There is no just foundation, however, for the contention that in leaving the port of Havana the vessel was violating the blockade; for at the time of her sailing the blockade had [175 U.S. 354, 371] not been established. Indeed, when the capture took place, the fleet was on its way to Havana for the very purpose of initiating the blockade ordered by the proclamation of the President. While it is true that, subsequently to the 22d of April, Congress passed a resolution declaring that war should be considered as having been flagrant as of the date of the 21st of April, that it was not conceived of known, when the vessel sailed from Havana on the 22d, that a state of war existed, is also demonstrated by the proof, which shows that just prior to the sailing of the Pedro from the harbor of Havana an American ship was allowed to depart from that port, and that shortly after the Pedro left, an American steamer, which was likewise in the port of Havana, was also permitted to leave.
Under this state of fact it seems to me that the Pedro was within the exact requirements of the fifth article of the proclamation of the President of the United States, and hence was not subject to capture and condemnation. The article in question is as follows:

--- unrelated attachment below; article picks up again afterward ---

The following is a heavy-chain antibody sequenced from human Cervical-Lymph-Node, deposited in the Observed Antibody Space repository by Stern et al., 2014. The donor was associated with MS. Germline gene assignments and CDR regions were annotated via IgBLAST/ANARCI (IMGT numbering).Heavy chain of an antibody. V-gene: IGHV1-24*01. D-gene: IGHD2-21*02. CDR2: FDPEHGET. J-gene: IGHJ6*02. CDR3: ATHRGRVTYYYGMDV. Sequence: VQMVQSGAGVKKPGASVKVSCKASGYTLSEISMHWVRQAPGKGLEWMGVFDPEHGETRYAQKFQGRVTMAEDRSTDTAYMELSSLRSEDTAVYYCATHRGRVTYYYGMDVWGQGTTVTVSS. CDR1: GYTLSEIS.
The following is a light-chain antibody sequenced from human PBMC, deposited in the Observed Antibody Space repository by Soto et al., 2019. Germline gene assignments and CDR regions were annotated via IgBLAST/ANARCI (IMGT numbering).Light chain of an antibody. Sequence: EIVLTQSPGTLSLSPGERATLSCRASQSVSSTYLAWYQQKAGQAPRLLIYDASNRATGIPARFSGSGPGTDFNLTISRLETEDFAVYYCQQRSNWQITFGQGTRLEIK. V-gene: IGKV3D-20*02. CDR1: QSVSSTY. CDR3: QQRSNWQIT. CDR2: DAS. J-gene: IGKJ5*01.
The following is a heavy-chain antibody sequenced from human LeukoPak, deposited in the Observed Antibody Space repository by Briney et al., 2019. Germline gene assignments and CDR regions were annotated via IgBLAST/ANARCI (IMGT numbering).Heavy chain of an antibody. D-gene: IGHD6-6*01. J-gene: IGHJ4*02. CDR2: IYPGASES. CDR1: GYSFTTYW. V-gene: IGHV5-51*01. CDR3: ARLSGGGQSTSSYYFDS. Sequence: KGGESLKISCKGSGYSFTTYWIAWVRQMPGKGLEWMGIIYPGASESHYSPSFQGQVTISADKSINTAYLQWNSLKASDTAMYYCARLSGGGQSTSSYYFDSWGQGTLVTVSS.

The theory from which it is deduced that the Pedro was not a Spanish merchant vessel 'which prior to April 21, 1898,' had 'sailed from any foreign port, bound for any port or place in the United States,' is not by me understood. She assuredly sailed from Antwerp prior to the 21st of April, 1898; she certainly was bound for a port in the United States, since she was under a charter to American citizens, by the terms of which she was obliged 'to proceed with all convenient speed,' so as to arrive at Pensacola or Ship Island by May 5, 1898, where she was to take on an American cargo to be carried to the port of Rotterdam. The vessel beyond question took a bill of health from the American consul at Antwerp, describing her as one engaged in Atlantic trade, and plying between [175 U.S. 354, 372] Europe and the United States; and the American consul certified that she was leaving the port of Antwerp bound for Pensacola in the United States, via Havana, Santiago, and Cienfuegos. Under these conditions she came, in my conception, not only within the letter of the fifth article of the proclamation, but also within its plain intent. The object of the proclamation was to relieve Spanish merchant vessels coming in the regular course of a commercial voyage to our ports from, without warning and without opportunity of returning to a port of safety, being captured and condemned as prize of war, in consequence of the breaking out of hostilities subsequent to the inception of the voyage which the vessel was engaged in prosecuting. In this respect the proclamation was but a practical execution of the enlightened policy by which civilized countries, on the breaking out of hostilities, have relieved merchant vessels, coming to one or the other of the belligerent countries, from being subject to capture when, before the happening of war, they had undertaken a lawful ovyage in the prosecution of purely commercial duties and relations. The scope of the proclamation is shown by a consideration of the fourth and the fifth clauses together, the one providing for the right of an enemy's vessel found in a port of the United States at a time covered by the clause to load cargo and depart without molestation, even although bound to a port of the enemy, and the provision of the fifth article which protects from seizure and condemnation the merchant vessels of the enemy which had sailed bound for any port of the United States prior to the period mentioned in the proclamation.